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The Many Roles of the Chief Instructional Officer. Presented by Pam Deegan Retired CIO Past President, CCCIO October 30, 2012. Agenda. Your role with: With the faculty With your instructional team With your president With your Board of Trustees. Your role with the faculty.

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the many roles of the chief instructional officer

The Many Roles of the Chief Instructional Officer

Presented by

Pam Deegan

Retired CIO

Past President, CCCIO

October 30, 2012

agenda
Agenda
  • Your role with:
  • With the faculty
  • With your instructional team
  • With your president
  • With your Board of Trustees
your role with the faculty
Your role with the faculty
  • Many reasons why people go into administration:
      • Status
      • Power
      • Control
      • Money
your role with the faculty in general terms transformational leadership
Collegial

Trust

Honesty

Honor process

Transparency

No side deals

facilitate

Respect

Empower others

Humor

Honor and celebrate achievements

Your role with the facultyIn general terms – Transformational Leadership
specifics relative to role with constituent groups
Specifics relative to role with constituent groups
  • Your role is dependent upon your 10+1
slide6

Education Code §70902 (b)(7)

“The Governing Board shall … ensure … the right of academic senates to assume primary responsibility for making recommendation in the areas of curriculum and academic standards.”

slide7

Title 5 § 53203 - Powers

(A) Governing Board shall adopt policies delegating authority and responsibility to its Academic Senate.

(B) Policies in (A) shall be adopted through collegial consultation with the Academic Senate.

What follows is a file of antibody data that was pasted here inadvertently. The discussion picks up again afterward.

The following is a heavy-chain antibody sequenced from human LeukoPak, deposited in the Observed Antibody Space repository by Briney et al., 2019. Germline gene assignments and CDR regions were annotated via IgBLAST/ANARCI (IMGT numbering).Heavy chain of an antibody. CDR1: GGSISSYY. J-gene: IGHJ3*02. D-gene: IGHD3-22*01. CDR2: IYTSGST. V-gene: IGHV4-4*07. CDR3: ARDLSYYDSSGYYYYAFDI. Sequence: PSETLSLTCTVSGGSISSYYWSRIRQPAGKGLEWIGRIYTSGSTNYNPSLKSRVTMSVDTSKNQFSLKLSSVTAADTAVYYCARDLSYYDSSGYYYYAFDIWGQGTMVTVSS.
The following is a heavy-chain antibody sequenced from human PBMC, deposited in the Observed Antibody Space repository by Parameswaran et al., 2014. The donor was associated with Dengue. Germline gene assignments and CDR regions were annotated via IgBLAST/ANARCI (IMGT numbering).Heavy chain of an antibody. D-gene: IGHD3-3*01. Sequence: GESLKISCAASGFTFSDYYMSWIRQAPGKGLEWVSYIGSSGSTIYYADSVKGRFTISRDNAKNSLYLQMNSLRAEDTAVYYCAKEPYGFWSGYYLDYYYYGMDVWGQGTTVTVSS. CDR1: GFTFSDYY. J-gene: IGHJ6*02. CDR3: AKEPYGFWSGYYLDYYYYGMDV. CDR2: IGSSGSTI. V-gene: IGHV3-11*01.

(C) Guarantees the Academic Senate the right to meet with or appear before the board.

slide8

Title 5 § 53200 - Definitions

(B) Academic Senate means an organization whose primary function is to make recommendations with respect to academic and professional matters.

(C) Academic and Professional matters means the following policy development and implementation matters:

slide9

THE Ten . . .

Section 53200 (c)

  • Curriculum, including establishing prerequisites
  • Degree & Certificate Requirements
  • Grading Policies
  • Educational Program Development
  • Standards & Polices regarding Student Preparation and Success
  • College governance structures, as related to faculty roles

continued . . .

slide10

THE Ten… (continued)

Section 53200 (c)

  • Faculty roles and involvement in accreditation process
  • Policies for faculty professional development activities
  • Processes for program review
  • Processes for institutional planning and budget development
slide11

…plus One

Section 53200 (c)

  • Other academic and professional matters as mutually agreed upon.
slide12

Collegial Consultation

Section 53200 (d)

District Governing Board is required to consult collegially with the Academic Senate and develop policies on academic and professional matters through either or both:

1. Rely primarily upon the advice and judgment of the Academic Senate

2. Reach mutual agreement with the Academic Senate by written resolution, regulation, or policy